Culture Change – Focus on the tangibles

11 Aug Culture Change – Focus on the tangibles

Organisational Culture. Often defined as ‘the way we do things around here’, is a melting pot of individual and collective behaviours, attitudes, values and beliefs. Culture is often cited as an enabler for superior organisational performance – but what can you do when it becomes more hindrance than help?

I was talking with an old and trusted colleague of mine recently about culture change programs. We often get clients approach us and identify a requirement for what I call the ‘culture change panacea’. This refers to a perception that you can magically change an organisation’s culture and as a result all the negative things impacting on or occurring within that organisational will automatically fix themselves.

Whilst culture is a very real thing in organisations, when designing a change or transformational program I often find it far more useful to focus on more tangible things like behaviours, skills, systems and processes. My colleague and I identified 5 key areas to consider in terms of shifting towards a high performing culture:

1. Strategic Alignment
2. Organisational Design
3. Capability & Performance
4. Communication & Engagement
5. Leadership

Admittedly this list falls short of being an all-encompassing model of organisational culture. However, I do believe that the majority of negative ‘culture’ related issues can be mapped back to these areas. I also believe that when designing a tangible culture change initiative, using these areas as the key transformation levers is an excellent starting point for achieving the ultimate outcome of changing those individual and collective behaviours, attitudes and beliefs.

1. Strategic Alignment – Linking people with purpose

This is all about ensuring that there is a clear line of sight in the way that the organisation defines strategic intent and articulates required outputs and objectives. Organisations that fail to do this effectively will often find it difficult to define and measure success and align the work effort in a way that optimises performance.

In assessing how aligned the strategic imperative is, here are the questions to ask:

• Does the organisation have a clearly articulated vision or overarching purpose?
• Are there clearly articulated objectives that cascade through Business Units / Divisions?
• Do staff have clear objectives and goals?
• Do staff understand how their role and performance impacts on others?
• Is there a collaborative process utilised to set business objectives and assess performance?

2. Organisational Design – Structure supporting success

Organisational design focuses on how the organisational structure, operating model and work practices are developed to facilitate performance. Poor organisational design not only leads to misalignment, but also directly to work practice inefficiency. In assessing organisational design, the following issues need to be considered:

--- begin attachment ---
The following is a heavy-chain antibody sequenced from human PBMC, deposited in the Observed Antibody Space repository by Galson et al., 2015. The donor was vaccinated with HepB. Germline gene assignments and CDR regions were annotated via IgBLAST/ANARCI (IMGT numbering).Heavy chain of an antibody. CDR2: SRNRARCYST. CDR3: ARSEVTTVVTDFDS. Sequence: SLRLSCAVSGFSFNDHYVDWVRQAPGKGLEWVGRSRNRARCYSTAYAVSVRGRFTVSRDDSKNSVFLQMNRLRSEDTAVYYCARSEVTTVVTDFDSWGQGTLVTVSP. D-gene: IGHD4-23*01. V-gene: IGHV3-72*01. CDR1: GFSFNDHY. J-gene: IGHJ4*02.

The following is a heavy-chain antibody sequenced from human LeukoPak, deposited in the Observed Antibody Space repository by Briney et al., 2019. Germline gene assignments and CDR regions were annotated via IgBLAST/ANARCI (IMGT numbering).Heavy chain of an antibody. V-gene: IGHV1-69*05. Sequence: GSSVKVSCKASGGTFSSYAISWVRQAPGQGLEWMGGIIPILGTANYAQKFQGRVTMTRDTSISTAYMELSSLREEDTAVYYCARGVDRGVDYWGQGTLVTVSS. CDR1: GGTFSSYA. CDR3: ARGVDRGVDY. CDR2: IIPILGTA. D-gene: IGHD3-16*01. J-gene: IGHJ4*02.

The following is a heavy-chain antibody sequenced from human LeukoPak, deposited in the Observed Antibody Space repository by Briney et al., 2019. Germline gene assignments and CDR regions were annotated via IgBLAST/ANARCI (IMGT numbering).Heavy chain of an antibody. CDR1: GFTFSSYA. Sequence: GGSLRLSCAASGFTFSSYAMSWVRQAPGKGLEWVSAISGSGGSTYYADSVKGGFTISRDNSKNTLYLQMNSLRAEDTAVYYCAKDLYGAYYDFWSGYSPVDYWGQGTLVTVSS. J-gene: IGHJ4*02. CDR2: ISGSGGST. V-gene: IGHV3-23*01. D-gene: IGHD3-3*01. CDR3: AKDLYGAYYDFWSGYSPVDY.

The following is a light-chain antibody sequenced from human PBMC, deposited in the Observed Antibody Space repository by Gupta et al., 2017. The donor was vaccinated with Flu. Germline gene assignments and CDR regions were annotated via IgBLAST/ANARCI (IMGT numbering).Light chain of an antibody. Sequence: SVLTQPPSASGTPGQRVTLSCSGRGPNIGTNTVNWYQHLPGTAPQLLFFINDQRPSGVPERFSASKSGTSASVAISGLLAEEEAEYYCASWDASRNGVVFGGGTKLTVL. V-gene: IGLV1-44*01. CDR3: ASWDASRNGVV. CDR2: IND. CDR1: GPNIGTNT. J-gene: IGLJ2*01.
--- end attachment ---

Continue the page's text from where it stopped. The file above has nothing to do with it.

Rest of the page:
• Are the organisational structure and operating model aligned with the business requirements?
• Are work practices effective and efficient?
• Do staff have the right tools to do their work well?

3. Capability & Performance – Delivering the mission

A culture of good performance starts with good people. And ensuring that an organisation has good people starts with understanding the required capabilities. These questions help to determine whether capability and performance are aligned with a high performing culture:

• Does the organisation know what skills and capabilities it needs?
• Are there programs and structures in place to accurately define and measure capability?
• Is the organisation building capability in the right areas?
• Are staff sufficiently recognised and rewarded for their capability and performance levels?

4. Communication & Engagement – Connecting and collaborating

Communication is one of the most important organisational processes, but it rarely gets the attention it deserves. High performing organisations have a knack of getting their people engaged in the organisation at a variety of levels. In assessing this lever the following key questions should be considered:

• Do staff feel that they have a voice?
• Are the formal and informal communication mechanisms working effectively?
• How effective are the feedback loops?
• Do staff get on OK at a social level?
• How engaged are staff in their work / the team / the organisational unit / the organisation as a whole?

5. Leadership – The tone at the top

Effective leadership plays a critical role in shaping the culture of an organisation. Many theorists have argued that the fastest way to achieve wholesale cultural change is to bring in new leadership into an organisation. Whilst this form of dramatic structural change isn’t always warranted (or realistic), leadership performance is a key consideration in this space:

• Are the Leaders trusted?
• Are the Leaders competent?

Culture Change is difficult for a number of reasons. It is difficult to accurately define the problem, establish a baseline and measure success. By focusing on more tangible elements of the organisation, the culture change problem can be re-framed into a more pragmatic program of work.

The Consulting Space has helped clients analyse, baseline, plan and implement transformation programs across a number of sectors. Contact Adam Libbis on 0417 454 247 or via for more information.